As the workers drifted away from the social democrats, they were replaced by others — gays, feminists, ethnic minorities, highly educated professionals, yuppies. But these new groups didn’t have the numerical weight of the old proletariat — which, remember, had been about 70 percent of the population in 1950 — and so socialist parties shrank: first gradually, then in the past year quickly.
If that were all, the mainstream Right could rejoice, as indeed it initially did. Recall how the Tories were celebrating their permanent victory two years ago. But other things were going on under the surface of polls and election results. Someone who noticed was Fraser Nelson, editor of The Spectator, who in 2014 wrote a front-page story in which he observed the rise of an “angry left-wing populism” that was “a radical, coherent and modern response to the financial crisis and the hardship suffered since.” And when we look more closely at the election results cited above, we can see that though the social democrats may have imploded and disappeared, the wider Left is still very much around. What has happened is that the wider Left has split, sometimes moving right, sometimes forming new parties, sometimes taking over old ones, and sometimes prospering when it does.
Look at France again. Its new “centrist” president, Emmanuel Macron, is a graduate of the Left who rose in President Hollande’s administration and who abandoned the Socialist party only when he saw it was too weak a vessel for his ambition. We don’t yet know how his administration will turn out in ideological terms. He’s mixing Right and Left policies in a very shrewd and ruthless way. But it’s early, and besides, he’s not the only Left contender on the field. He has a strong radical challenger on his left in the form of Jean-Luc Mélenchon, who embodies the angry left-wing populism discerned by Nelson. Together they have the support of half of France — and indeed won half the votes in the first round of the French elections.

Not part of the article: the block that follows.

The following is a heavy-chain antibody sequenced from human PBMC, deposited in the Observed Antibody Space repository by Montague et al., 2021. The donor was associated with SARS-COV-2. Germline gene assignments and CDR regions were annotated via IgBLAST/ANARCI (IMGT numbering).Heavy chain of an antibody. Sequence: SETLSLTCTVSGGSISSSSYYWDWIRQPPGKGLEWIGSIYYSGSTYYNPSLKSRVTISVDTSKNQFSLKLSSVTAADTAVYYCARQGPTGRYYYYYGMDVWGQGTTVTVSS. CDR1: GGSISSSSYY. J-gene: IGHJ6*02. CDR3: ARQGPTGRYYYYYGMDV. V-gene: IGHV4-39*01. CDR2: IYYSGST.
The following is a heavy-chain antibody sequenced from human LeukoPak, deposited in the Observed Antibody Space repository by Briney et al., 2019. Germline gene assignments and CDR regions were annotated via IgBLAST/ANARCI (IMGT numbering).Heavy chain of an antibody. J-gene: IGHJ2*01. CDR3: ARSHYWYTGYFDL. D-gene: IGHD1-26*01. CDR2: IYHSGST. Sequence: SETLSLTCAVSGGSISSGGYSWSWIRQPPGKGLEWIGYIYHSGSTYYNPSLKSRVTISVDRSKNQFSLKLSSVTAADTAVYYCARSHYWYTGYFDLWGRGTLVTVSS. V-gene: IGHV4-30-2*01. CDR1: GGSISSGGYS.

Even when the Left has weakened, the Right hasn’t always benefited. In some cases it’s actually been damaged. In France last year, as Charles Cooke has pointed out in these pages, a shift to the right among voters produced a stronger government of the center-left. In Germany the electoral losses of the SPD have been accompanied both by its taking a larger share of cabinet seats and by what a German newspaper called “the social-democratization of the CDU” (Christian Democratic Union), which will be more significant developments than the rise of the AfD (Alternative für Deutschland, the leading party on the right) for quite some time. As for Italy, take a second look at the “populists” of Five Stars, who are an odd combination of Left and Right, and until recently much more Left than Right (Dario Fo, the fun anarchist of Can’t Pay? Won’t Pay!, used to be their ideological inspiration). That explains why the Euro-establishment wants to push Five Stars into an alliance with the declining socialists in a new Italian coalition. They sense it would be more conventional on the euro and related policies than the coalition of the Right, which still remembers how Brussels, Merkel, and Obama collaborated to replace Berlusconi with an unelected technocrat to protect Italy’s membership of the euro.